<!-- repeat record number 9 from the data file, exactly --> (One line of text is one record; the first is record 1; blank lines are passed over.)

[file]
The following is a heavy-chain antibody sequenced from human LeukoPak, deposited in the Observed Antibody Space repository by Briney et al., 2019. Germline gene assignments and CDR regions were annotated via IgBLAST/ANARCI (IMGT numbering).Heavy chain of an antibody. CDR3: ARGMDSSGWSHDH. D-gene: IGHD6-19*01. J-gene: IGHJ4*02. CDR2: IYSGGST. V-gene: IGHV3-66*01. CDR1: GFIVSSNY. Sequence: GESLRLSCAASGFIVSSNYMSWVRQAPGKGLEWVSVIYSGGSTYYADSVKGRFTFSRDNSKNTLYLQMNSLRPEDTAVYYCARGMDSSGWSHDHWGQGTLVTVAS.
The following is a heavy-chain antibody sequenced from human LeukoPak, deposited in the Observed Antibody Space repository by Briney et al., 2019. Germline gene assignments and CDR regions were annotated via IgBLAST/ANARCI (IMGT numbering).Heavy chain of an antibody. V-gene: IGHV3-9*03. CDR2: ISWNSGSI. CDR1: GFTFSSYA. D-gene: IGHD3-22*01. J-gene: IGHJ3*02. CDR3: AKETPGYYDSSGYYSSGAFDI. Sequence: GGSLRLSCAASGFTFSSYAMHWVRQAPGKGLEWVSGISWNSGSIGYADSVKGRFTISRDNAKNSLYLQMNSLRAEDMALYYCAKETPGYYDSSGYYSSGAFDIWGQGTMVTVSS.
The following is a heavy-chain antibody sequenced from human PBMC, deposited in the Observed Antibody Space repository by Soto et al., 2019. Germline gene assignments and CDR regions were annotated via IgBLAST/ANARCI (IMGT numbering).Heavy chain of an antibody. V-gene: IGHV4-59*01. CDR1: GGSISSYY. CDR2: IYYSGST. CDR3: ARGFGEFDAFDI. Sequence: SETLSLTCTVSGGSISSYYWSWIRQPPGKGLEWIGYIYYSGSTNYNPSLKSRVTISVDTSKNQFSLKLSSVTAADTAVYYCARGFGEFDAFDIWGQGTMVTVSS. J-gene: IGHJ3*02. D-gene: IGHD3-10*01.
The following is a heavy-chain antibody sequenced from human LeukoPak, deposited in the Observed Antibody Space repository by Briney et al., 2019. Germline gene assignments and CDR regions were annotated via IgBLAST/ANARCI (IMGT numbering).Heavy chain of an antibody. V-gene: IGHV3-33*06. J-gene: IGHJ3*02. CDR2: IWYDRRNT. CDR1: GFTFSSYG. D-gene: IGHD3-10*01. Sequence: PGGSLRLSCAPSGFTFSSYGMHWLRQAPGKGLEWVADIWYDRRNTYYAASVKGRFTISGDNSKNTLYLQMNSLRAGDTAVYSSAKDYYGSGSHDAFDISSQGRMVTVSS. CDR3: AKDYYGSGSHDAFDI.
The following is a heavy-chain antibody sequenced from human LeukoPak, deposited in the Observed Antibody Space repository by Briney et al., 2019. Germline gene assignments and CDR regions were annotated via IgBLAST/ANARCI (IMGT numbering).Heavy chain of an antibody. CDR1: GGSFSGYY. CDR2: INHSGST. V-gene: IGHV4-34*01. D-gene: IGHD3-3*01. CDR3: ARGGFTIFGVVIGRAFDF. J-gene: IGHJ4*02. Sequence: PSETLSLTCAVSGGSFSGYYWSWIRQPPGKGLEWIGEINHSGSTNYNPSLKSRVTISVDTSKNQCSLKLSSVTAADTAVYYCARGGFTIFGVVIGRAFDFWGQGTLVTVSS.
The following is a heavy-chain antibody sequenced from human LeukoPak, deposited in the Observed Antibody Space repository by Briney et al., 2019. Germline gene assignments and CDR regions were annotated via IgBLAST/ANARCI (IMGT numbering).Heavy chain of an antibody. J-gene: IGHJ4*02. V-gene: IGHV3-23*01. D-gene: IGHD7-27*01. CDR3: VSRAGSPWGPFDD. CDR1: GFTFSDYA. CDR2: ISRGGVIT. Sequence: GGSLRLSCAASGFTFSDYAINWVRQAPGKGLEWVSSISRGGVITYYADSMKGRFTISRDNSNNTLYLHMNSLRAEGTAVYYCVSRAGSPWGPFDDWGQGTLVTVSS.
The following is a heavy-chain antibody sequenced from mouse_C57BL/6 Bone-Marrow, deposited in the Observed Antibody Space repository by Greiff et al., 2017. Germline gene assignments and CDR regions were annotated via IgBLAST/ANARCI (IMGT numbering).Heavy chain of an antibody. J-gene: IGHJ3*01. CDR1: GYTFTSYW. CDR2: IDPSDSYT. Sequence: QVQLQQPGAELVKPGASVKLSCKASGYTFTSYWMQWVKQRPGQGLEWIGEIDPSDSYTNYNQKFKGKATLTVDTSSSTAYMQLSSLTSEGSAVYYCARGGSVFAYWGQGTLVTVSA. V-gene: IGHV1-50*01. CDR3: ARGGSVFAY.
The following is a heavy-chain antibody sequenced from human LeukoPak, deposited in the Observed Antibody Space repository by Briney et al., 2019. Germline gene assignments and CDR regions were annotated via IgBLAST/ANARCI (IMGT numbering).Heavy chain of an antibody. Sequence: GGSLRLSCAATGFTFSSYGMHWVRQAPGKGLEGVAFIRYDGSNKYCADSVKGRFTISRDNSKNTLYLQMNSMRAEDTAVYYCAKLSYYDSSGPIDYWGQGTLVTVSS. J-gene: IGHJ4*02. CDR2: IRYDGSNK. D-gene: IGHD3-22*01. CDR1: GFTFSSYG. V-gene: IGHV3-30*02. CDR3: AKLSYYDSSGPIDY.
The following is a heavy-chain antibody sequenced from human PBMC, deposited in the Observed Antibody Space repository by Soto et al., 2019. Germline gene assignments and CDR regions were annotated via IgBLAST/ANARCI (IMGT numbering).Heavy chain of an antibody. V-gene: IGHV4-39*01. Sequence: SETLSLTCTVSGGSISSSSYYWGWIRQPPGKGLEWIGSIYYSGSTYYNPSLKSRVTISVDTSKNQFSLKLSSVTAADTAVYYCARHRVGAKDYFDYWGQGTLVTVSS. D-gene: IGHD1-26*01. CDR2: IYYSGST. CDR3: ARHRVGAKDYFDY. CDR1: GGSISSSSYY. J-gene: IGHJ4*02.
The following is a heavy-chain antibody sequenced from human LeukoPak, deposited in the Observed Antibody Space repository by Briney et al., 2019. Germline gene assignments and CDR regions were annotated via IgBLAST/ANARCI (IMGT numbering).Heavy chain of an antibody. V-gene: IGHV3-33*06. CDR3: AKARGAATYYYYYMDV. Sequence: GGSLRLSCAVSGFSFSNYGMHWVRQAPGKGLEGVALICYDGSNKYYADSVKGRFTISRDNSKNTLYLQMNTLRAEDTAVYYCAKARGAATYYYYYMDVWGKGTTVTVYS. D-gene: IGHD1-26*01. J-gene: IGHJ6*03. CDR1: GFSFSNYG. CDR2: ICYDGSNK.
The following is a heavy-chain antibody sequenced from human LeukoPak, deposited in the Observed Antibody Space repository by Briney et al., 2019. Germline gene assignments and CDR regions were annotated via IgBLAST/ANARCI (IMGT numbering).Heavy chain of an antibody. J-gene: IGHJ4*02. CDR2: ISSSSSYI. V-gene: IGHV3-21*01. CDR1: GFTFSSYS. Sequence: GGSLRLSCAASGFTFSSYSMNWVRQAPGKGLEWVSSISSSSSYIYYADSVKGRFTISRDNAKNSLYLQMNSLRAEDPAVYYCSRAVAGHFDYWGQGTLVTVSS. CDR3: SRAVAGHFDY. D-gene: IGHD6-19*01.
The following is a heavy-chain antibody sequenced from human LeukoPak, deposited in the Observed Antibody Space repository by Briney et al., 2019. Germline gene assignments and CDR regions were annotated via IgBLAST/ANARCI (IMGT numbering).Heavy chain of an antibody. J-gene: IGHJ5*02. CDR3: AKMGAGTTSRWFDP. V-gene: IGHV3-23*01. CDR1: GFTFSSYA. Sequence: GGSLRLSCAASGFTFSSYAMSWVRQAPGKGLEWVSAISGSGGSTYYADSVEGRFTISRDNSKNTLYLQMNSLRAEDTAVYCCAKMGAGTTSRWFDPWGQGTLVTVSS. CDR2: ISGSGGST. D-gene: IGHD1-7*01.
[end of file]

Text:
The following is a heavy-chain antibody sequenced from human PBMC, deposited in the Observed Antibody Space repository by Soto et al., 2019. Germline gene assignments and CDR regions were annotated via IgBLAST/ANARCI (IMGT numbering).Heavy chain of an antibody. V-gene: IGHV4-39*01. Sequence: SETLSLTCTVSGGSISSSSYYWGWIRQPPGKGLEWIGSIYYSGSTYYNPSLKSRVTISVDTSKNQFSLKLSSVTAADTAVYYCARHRVGAKDYFDYWGQGTLVTVSS. D-gene: IGHD1-26*01. CDR2: IYYSGST. CDR3: ARHRVGAKDYFDY. CDR1: GGSISSSSYY. J-gene: IGHJ4*02.